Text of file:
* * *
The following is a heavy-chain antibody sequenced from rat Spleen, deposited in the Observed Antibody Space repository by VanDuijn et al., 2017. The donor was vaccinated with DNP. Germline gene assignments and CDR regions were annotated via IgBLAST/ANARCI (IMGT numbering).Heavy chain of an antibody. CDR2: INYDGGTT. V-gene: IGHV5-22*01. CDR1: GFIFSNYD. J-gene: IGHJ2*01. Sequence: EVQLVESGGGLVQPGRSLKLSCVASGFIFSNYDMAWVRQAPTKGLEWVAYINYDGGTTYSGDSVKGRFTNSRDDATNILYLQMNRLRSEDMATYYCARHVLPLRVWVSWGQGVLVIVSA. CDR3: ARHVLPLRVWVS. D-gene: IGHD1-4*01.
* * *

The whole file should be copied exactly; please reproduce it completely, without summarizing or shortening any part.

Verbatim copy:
The following is a heavy-chain antibody sequenced from rat Spleen, deposited in the Observed Antibody Space repository by VanDuijn et al., 2017. The donor was vaccinated with DNP. Germline gene assignments and CDR regions were annotated via IgBLAST/ANARCI (IMGT numbering).Heavy chain of an antibody. CDR2: INYDGGTT. V-gene: IGHV5-22*01. CDR1: GFIFSNYD. J-gene: IGHJ2*01. Sequence: EVQLVESGGGLVQPGRSLKLSCVASGFIFSNYDMAWVRQAPTKGLEWVAYINYDGGTTYSGDSVKGRFTNSRDDATNILYLQMNRLRSEDMATYYCARHVLPLRVWVSWGQGVLVIVSA. CDR3: ARHVLPLRVWVS. D-gene: IGHD1-4*01.